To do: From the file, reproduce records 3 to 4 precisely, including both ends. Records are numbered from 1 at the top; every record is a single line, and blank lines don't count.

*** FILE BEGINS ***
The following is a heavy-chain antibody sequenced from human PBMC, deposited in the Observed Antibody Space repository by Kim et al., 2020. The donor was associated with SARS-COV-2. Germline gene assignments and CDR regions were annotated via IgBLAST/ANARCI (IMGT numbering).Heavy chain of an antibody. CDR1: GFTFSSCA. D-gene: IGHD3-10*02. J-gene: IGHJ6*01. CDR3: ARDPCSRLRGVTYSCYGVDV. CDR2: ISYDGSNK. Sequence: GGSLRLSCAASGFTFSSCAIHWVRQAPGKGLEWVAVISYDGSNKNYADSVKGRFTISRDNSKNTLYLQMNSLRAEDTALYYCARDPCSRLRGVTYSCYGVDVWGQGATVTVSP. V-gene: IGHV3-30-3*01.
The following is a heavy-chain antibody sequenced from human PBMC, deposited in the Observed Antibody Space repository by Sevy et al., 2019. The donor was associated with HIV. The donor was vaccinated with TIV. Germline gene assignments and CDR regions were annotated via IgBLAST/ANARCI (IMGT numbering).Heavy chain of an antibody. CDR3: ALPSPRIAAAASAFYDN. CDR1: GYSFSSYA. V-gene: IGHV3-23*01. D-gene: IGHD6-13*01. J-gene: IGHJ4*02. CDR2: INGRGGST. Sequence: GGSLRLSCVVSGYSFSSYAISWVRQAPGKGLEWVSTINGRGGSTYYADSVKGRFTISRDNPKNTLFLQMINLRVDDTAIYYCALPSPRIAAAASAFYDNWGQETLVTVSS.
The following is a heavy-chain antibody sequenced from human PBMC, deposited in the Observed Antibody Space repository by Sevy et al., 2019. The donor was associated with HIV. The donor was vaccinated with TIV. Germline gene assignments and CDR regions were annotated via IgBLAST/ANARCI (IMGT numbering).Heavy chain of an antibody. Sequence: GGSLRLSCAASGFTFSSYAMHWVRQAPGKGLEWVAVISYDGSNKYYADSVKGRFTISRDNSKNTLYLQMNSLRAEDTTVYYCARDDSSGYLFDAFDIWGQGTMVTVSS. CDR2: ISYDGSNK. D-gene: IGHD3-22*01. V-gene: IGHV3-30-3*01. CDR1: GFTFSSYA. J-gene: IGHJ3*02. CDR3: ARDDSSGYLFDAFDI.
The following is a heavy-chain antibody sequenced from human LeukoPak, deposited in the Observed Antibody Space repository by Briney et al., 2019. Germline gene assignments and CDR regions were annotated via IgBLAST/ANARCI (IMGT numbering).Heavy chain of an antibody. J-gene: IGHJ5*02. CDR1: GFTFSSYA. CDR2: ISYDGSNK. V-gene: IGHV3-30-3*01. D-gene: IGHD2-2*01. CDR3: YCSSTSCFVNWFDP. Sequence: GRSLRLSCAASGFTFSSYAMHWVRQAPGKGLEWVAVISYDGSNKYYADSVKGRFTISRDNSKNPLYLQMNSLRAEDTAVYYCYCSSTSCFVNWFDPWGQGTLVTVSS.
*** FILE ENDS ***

The following is a heavy-chain antibody sequenced from human PBMC, deposited in the Observed Antibody Space repository by Sevy et al., 2019. The donor was associated with HIV. The donor was vaccinated with TIV. Germline gene assignments and CDR regions were annotated via IgBLAST/ANARCI (IMGT numbering).Heavy chain of an antibody. Sequence: GGSLRLSCAASGFTFSSYAMHWVRQAPGKGLEWVAVISYDGSNKYYADSVKGRFTISRDNSKNTLYLQMNSLRAEDTTVYYCARDDSSGYLFDAFDIWGQGTMVTVSS. CDR2: ISYDGSNK. D-gene: IGHD3-22*01. V-gene: IGHV3-30-3*01. CDR1: GFTFSSYA. J-gene: IGHJ3*02. CDR3: ARDDSSGYLFDAFDI.
The following is a heavy-chain antibody sequenced from human LeukoPak, deposited in the Observed Antibody Space repository by Briney et al., 2019. Germline gene assignments and CDR regions were annotated via IgBLAST/ANARCI (IMGT numbering).Heavy chain of an antibody. J-gene: IGHJ5*02. CDR1: GFTFSSYA. CDR2: ISYDGSNK. V-gene: IGHV3-30-3*01. D-gene: IGHD2-2*01. CDR3: YCSSTSCFVNWFDP. Sequence: GRSLRLSCAASGFTFSSYAMHWVRQAPGKGLEWVAVISYDGSNKYYADSVKGRFTISRDNSKNPLYLQMNSLRAEDTAVYYCYCSSTSCFVNWFDPWGQGTLVTVSS.